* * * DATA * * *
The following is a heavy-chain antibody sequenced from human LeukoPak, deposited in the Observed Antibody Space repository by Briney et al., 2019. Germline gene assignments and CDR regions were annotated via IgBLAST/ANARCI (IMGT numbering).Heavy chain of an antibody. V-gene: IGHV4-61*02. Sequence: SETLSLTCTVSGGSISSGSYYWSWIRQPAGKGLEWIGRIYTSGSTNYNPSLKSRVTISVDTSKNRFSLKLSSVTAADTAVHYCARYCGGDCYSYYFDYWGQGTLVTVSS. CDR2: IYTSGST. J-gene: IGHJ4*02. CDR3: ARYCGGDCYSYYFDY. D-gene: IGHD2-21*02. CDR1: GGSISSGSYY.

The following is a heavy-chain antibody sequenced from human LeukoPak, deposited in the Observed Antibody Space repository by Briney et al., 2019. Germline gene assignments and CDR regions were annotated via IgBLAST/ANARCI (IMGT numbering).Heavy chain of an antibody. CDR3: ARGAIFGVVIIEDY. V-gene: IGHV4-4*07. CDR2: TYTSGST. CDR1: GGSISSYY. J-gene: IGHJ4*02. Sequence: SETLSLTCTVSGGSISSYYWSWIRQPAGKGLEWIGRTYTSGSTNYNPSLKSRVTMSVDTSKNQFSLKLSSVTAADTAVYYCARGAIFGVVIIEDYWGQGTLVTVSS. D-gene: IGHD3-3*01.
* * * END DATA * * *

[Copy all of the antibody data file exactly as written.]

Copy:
The following is a heavy-chain antibody sequenced from human LeukoPak, deposited in the Observed Antibody Space repository by Briney et al., 2019. Germline gene assignments and CDR regions were annotated via IgBLAST/ANARCI (IMGT numbering).Heavy chain of an antibody. V-gene: IGHV4-61*02. Sequence: SETLSLTCTVSGGSISSGSYYWSWIRQPAGKGLEWIGRIYTSGSTNYNPSLKSRVTISVDTSKNRFSLKLSSVTAADTAVHYCARYCGGDCYSYYFDYWGQGTLVTVSS. CDR2: IYTSGST. J-gene: IGHJ4*02. CDR3: ARYCGGDCYSYYFDY. D-gene: IGHD2-21*02. CDR1: GGSISSGSYY.

The following is a heavy-chain antibody sequenced from human LeukoPak, deposited in the Observed Antibody Space repository by Briney et al., 2019. Germline gene assignments and CDR regions were annotated via IgBLAST/ANARCI (IMGT numbering).Heavy chain of an antibody. CDR3: ARGAIFGVVIIEDY. V-gene: IGHV4-4*07. CDR2: TYTSGST. CDR1: GGSISSYY. J-gene: IGHJ4*02. Sequence: SETLSLTCTVSGGSISSYYWSWIRQPAGKGLEWIGRTYTSGSTNYNPSLKSRVTMSVDTSKNQFSLKLSSVTAADTAVYYCARGAIFGVVIIEDYWGQGTLVTVSS. D-gene: IGHD3-3*01.